Dawn Guidone’s eyes welled with tears as she slowly delivered the words. Emotion still overcomes her, seven years since the stillbirth of her daughter, Catherine.
“The Perinatal Hospice Program never let us forget how special Catherine was, how important she was to our family,” Ms. Guidone said. “The program was there for us.”
Offered by the Hospice Care Network, the Perinatal Hospice Program is dedicated to families of stillborn or very sick babies. The service fulfills a previously unmet need by tailoring a birth plan according to family wishes, counseling parents and siblings, providing comfort care for the baby, assisting with final arrangements, and providing ways to celebrate the baby, such as a photobook of memories.
Those memories are primarily captured by Senior Dietitian Susan Sturgess, RD, the network’s resident amateur photographer. The Hospice Care Network then prepares and delivers a photobook to families as a keepsake.
“The reactions [to the book] really run the gamut,” said Mary Gravina. As vice president of counseling and pediatric services at the Hospice Care Network, Ms. Gravina oversees the Perinatal Hospice Program. “What we have heard over and over again is that these photographs become the jewels. They become the treasures that remind [parents] their child was here.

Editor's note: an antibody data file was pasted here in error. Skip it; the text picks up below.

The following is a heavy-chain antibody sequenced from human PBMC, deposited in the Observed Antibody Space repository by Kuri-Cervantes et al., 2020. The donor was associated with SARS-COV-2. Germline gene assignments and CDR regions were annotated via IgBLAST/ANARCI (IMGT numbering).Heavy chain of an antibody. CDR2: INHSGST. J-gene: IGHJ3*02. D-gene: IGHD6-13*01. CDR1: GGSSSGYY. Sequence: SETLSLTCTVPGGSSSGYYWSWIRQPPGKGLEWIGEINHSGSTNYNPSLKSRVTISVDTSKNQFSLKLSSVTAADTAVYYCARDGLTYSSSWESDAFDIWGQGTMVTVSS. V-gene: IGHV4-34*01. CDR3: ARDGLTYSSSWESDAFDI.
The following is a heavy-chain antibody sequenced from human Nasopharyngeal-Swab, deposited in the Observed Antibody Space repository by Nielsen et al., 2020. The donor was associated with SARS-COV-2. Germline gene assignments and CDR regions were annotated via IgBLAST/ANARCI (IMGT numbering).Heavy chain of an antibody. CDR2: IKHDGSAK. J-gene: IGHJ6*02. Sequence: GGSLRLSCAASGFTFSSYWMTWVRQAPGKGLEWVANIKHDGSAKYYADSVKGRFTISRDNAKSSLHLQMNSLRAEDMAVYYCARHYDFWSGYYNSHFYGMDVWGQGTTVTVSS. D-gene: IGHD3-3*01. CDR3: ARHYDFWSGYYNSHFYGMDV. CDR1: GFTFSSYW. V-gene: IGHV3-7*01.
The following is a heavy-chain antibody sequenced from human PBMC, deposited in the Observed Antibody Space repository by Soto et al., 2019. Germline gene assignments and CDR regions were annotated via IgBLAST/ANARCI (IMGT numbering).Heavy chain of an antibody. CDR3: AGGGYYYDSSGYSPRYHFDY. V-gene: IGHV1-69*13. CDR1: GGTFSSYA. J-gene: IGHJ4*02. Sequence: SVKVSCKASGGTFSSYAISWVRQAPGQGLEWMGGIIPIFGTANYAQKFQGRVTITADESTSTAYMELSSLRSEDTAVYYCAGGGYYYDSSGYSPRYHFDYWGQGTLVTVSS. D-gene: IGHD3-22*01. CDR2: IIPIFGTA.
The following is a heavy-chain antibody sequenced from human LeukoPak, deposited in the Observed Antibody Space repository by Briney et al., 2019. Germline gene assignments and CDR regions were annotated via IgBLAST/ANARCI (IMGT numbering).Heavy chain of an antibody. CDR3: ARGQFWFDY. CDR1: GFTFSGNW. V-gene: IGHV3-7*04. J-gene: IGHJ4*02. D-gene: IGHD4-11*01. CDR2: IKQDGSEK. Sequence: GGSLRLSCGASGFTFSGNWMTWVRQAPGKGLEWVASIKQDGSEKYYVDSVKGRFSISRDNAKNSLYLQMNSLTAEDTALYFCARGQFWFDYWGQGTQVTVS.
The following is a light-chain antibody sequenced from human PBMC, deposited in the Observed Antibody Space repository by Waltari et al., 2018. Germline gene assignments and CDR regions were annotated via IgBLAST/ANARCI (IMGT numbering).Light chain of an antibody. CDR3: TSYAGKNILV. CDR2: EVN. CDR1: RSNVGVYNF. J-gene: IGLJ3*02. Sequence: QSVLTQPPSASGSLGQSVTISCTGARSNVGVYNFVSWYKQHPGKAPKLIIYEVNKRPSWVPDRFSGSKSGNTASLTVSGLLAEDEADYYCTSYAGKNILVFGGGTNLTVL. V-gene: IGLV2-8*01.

“So many of these families leave the hospital without a baby,” she continued. “Now they at least leave with a memory.”
Meeting a Need
The Perinatal Hospice Program “began almost by accident,” Ms. Gravina said, after a pregnant woman called Ms. Gravina to discuss bereavement services for her friend. During their extensive conversation, Ms. Gravina offered all kinds of support, even providing direction on how the caller could help her friend navigate through the grief.
“At the end, she said, ‘Maybe you can help me,’” Ms. Gravina recounted. “She said, ‘I am six months pregnant with a baby who’s going to die and I don’t know how to tell my children.’ That’s literally how the program started.”
From these beginnings, the program continues to resonate with the countless families it has touched. While each family’s circumstances might be different, their experiences are similar.
“Everyone got a chance to come in and say goodbye [to Catherine]. For me, that means everything,” Ms. Guidone said. “I don’t think I would’ve made it this far if I didn’t have the assistance of a program like this.”
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